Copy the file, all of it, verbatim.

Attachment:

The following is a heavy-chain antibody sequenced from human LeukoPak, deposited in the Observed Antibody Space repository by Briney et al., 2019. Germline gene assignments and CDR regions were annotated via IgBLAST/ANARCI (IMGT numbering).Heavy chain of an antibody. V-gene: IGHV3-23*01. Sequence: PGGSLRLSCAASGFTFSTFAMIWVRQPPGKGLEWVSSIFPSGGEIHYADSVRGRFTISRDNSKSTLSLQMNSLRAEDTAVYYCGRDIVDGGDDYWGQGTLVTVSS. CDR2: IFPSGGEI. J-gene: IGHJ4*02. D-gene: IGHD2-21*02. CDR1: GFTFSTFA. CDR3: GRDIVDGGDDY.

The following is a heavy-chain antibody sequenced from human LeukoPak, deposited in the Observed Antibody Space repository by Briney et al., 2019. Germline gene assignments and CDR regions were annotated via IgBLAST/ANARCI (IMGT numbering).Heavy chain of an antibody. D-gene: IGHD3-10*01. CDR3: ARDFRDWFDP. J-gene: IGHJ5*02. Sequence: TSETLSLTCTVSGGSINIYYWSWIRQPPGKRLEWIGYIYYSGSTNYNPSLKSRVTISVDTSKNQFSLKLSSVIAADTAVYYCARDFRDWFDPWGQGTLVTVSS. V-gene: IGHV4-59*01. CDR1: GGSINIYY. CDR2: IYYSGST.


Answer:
The following is a heavy-chain antibody sequenced from human LeukoPak, deposited in the Observed Antibody Space repository by Briney et al., 2019. Germline gene assignments and CDR regions were annotated via IgBLAST/ANARCI (IMGT numbering).Heavy chain of an antibody. V-gene: IGHV3-23*01. Sequence: PGGSLRLSCAASGFTFSTFAMIWVRQPPGKGLEWVSSIFPSGGEIHYADSVRGRFTISRDNSKSTLSLQMNSLRAEDTAVYYCGRDIVDGGDDYWGQGTLVTVSS. CDR2: IFPSGGEI. J-gene: IGHJ4*02. D-gene: IGHD2-21*02. CDR1: GFTFSTFA. CDR3: GRDIVDGGDDY.

The following is a heavy-chain antibody sequenced from human LeukoPak, deposited in the Observed Antibody Space repository by Briney et al., 2019. Germline gene assignments and CDR regions were annotated via IgBLAST/ANARCI (IMGT numbering).Heavy chain of an antibody. D-gene: IGHD3-10*01. CDR3: ARDFRDWFDP. J-gene: IGHJ5*02. Sequence: TSETLSLTCTVSGGSINIYYWSWIRQPPGKRLEWIGYIYYSGSTNYNPSLKSRVTISVDTSKNQFSLKLSSVIAADTAVYYCARDFRDWFDPWGQGTLVTVSS. V-gene: IGHV4-59*01. CDR1: GGSINIYY. CDR2: IYYSGST.